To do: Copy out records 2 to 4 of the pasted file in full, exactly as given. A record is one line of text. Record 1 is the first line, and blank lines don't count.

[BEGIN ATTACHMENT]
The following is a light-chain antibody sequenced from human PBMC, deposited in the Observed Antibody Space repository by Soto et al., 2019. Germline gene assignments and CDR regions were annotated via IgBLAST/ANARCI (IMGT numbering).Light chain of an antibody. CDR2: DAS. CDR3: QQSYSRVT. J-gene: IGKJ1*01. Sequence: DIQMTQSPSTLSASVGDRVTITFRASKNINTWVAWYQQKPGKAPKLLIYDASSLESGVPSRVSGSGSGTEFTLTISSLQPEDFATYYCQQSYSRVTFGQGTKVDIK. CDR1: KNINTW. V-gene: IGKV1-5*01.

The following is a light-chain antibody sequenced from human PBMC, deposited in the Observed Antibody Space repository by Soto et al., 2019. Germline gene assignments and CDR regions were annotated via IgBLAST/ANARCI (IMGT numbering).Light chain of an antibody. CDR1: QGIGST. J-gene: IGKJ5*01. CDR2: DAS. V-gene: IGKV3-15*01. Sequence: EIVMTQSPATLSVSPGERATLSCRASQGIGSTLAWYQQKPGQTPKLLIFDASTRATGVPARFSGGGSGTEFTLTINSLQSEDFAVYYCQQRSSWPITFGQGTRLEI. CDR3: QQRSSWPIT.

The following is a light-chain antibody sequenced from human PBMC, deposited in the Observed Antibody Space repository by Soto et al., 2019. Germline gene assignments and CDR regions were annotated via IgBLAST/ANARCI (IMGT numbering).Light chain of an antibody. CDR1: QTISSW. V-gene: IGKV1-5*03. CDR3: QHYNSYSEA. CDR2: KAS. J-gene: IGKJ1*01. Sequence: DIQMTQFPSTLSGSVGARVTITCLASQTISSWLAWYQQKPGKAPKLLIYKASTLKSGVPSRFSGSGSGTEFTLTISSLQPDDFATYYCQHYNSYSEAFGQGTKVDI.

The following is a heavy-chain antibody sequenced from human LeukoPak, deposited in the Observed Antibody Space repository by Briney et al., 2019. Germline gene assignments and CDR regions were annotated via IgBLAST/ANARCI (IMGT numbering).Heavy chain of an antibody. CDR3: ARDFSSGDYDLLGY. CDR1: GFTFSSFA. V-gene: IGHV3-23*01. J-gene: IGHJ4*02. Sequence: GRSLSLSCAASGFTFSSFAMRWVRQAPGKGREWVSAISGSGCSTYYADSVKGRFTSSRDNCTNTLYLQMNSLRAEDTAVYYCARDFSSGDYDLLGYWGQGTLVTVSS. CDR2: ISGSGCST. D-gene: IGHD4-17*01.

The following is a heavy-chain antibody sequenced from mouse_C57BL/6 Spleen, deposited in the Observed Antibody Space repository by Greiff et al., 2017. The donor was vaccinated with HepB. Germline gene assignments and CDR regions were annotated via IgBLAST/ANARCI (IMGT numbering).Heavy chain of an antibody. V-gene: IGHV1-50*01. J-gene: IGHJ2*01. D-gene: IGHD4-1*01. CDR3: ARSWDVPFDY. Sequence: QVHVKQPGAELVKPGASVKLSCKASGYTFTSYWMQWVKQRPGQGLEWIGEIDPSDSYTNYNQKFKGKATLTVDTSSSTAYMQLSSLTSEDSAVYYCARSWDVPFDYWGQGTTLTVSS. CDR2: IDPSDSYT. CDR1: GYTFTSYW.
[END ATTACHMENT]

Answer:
The following is a light-chain antibody sequenced from human PBMC, deposited in the Observed Antibody Space repository by Soto et al., 2019. Germline gene assignments and CDR regions were annotated via IgBLAST/ANARCI (IMGT numbering).Light chain of an antibody. CDR1: QGIGST. J-gene: IGKJ5*01. CDR2: DAS. V-gene: IGKV3-15*01. Sequence: EIVMTQSPATLSVSPGERATLSCRASQGIGSTLAWYQQKPGQTPKLLIFDASTRATGVPARFSGGGSGTEFTLTINSLQSEDFAVYYCQQRSSWPITFGQGTRLEI. CDR3: QQRSSWPIT.

The following is a light-chain antibody sequenced from human PBMC, deposited in the Observed Antibody Space repository by Soto et al., 2019. Germline gene assignments and CDR regions were annotated via IgBLAST/ANARCI (IMGT numbering).Light chain of an antibody. CDR1: QTISSW. V-gene: IGKV1-5*03. CDR3: QHYNSYSEA. CDR2: KAS. J-gene: IGKJ1*01. Sequence: DIQMTQFPSTLSGSVGARVTITCLASQTISSWLAWYQQKPGKAPKLLIYKASTLKSGVPSRFSGSGSGTEFTLTISSLQPDDFATYYCQHYNSYSEAFGQGTKVDI.

The following is a heavy-chain antibody sequenced from human LeukoPak, deposited in the Observed Antibody Space repository by Briney et al., 2019. Germline gene assignments and CDR regions were annotated via IgBLAST/ANARCI (IMGT numbering).Heavy chain of an antibody. CDR3: ARDFSSGDYDLLGY. CDR1: GFTFSSFA. V-gene: IGHV3-23*01. J-gene: IGHJ4*02. Sequence: GRSLSLSCAASGFTFSSFAMRWVRQAPGKGREWVSAISGSGCSTYYADSVKGRFTSSRDNCTNTLYLQMNSLRAEDTAVYYCARDFSSGDYDLLGYWGQGTLVTVSS. CDR2: ISGSGCST. D-gene: IGHD4-17*01.